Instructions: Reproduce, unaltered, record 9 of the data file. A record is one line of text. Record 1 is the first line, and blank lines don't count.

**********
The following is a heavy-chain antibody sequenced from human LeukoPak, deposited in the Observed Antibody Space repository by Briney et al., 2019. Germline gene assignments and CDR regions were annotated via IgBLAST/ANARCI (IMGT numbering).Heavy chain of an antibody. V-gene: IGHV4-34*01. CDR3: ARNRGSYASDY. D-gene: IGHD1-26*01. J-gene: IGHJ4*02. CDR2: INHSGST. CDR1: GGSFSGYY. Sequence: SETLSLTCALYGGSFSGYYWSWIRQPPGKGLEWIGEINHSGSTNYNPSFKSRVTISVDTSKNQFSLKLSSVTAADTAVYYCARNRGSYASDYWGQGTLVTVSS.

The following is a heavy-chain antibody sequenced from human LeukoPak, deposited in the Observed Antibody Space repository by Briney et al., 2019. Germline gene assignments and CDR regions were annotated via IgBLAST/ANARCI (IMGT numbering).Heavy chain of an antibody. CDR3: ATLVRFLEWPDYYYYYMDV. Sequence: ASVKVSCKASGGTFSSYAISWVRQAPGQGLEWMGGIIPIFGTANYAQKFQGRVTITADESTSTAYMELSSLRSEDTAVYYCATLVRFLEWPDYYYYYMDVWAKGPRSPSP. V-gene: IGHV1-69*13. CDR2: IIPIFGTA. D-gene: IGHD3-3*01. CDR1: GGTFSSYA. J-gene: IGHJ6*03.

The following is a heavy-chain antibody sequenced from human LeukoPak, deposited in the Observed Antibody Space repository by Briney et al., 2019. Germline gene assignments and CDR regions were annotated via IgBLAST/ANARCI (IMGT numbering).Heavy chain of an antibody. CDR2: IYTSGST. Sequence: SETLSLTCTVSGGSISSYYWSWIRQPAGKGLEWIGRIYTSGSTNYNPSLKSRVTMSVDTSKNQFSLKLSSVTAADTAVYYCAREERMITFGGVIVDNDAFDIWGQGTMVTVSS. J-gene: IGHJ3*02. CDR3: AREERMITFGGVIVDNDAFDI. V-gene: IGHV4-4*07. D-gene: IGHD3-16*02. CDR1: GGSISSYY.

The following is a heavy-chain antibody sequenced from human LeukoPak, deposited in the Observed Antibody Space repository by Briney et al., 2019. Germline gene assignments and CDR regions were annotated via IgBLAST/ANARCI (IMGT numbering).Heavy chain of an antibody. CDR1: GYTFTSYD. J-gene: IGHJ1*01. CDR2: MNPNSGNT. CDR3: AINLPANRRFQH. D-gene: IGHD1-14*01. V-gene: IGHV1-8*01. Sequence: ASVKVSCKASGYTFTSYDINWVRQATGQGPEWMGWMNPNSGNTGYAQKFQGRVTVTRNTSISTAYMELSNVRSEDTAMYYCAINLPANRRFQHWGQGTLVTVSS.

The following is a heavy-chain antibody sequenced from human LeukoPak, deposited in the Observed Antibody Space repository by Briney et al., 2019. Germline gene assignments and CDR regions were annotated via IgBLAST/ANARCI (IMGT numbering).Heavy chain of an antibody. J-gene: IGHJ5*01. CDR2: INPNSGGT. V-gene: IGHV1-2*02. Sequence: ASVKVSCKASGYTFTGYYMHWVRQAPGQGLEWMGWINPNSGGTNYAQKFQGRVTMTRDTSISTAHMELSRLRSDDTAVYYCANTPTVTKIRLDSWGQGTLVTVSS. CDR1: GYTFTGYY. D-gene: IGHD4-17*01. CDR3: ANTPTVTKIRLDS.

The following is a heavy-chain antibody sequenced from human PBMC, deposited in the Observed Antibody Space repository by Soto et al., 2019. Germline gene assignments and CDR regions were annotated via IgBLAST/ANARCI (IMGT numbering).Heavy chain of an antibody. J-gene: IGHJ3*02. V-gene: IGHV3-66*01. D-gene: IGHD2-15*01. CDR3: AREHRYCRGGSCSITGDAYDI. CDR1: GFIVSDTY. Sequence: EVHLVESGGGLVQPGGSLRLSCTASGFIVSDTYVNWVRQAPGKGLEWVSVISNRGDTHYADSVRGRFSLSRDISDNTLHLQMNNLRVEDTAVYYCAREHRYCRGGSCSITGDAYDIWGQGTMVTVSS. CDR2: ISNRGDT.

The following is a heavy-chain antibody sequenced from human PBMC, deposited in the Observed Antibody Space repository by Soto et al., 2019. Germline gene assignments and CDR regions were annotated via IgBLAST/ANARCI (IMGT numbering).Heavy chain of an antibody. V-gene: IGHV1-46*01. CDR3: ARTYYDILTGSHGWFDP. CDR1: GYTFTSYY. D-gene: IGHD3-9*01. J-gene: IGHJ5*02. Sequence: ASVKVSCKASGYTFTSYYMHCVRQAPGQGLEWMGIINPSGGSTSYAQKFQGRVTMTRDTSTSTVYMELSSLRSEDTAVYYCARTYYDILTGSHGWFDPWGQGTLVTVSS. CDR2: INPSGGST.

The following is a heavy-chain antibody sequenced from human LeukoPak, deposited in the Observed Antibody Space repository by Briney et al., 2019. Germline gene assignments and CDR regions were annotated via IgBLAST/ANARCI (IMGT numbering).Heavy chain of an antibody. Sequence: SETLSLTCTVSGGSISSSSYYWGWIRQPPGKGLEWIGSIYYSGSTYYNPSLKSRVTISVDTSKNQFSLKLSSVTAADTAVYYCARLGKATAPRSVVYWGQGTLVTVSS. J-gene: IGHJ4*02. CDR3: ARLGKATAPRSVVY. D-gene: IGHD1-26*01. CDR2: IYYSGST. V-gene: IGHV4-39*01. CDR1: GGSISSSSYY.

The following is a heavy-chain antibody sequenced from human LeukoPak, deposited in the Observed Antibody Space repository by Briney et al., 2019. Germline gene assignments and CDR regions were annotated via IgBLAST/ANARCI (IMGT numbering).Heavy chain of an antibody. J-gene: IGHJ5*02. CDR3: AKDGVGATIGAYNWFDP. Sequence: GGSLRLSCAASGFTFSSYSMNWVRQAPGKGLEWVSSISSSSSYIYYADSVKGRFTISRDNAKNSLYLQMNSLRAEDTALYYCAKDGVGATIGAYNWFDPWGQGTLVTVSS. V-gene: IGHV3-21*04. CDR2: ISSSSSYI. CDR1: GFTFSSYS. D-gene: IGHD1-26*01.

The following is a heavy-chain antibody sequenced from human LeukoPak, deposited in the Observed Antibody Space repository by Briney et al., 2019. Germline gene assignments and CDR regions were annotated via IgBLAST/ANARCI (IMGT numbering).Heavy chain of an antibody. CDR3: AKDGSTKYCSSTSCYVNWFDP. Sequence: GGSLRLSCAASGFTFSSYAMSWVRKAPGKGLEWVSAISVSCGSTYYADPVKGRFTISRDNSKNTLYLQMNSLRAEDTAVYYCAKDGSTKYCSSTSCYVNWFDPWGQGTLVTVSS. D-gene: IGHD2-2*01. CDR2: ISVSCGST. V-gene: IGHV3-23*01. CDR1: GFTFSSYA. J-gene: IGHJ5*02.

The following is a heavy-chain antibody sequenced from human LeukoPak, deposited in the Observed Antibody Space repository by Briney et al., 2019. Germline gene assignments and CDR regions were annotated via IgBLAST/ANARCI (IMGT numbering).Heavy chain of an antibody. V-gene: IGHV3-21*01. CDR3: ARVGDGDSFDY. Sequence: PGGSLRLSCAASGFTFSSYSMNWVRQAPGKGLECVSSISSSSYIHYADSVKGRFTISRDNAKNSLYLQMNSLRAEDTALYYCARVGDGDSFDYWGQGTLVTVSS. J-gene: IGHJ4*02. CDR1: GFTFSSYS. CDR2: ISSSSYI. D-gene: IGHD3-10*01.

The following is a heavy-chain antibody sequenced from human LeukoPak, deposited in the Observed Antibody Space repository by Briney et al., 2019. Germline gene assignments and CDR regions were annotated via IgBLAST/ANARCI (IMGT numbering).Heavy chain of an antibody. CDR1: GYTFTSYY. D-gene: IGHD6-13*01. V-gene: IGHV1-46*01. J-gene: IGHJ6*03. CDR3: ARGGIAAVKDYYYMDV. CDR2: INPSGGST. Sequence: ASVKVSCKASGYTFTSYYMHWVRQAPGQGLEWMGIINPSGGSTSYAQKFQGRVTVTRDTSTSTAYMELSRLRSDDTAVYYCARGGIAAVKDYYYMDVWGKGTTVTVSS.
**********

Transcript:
The following is a heavy-chain antibody sequenced from human LeukoPak, deposited in the Observed Antibody Space repository by Briney et al., 2019. Germline gene assignments and CDR regions were annotated via IgBLAST/ANARCI (IMGT numbering).Heavy chain of an antibody. J-gene: IGHJ5*02. CDR3: AKDGVGATIGAYNWFDP. Sequence: GGSLRLSCAASGFTFSSYSMNWVRQAPGKGLEWVSSISSSSSYIYYADSVKGRFTISRDNAKNSLYLQMNSLRAEDTALYYCAKDGVGATIGAYNWFDPWGQGTLVTVSS. V-gene: IGHV3-21*04. CDR2: ISSSSSYI. CDR1: GFTFSSYS. D-gene: IGHD1-26*01.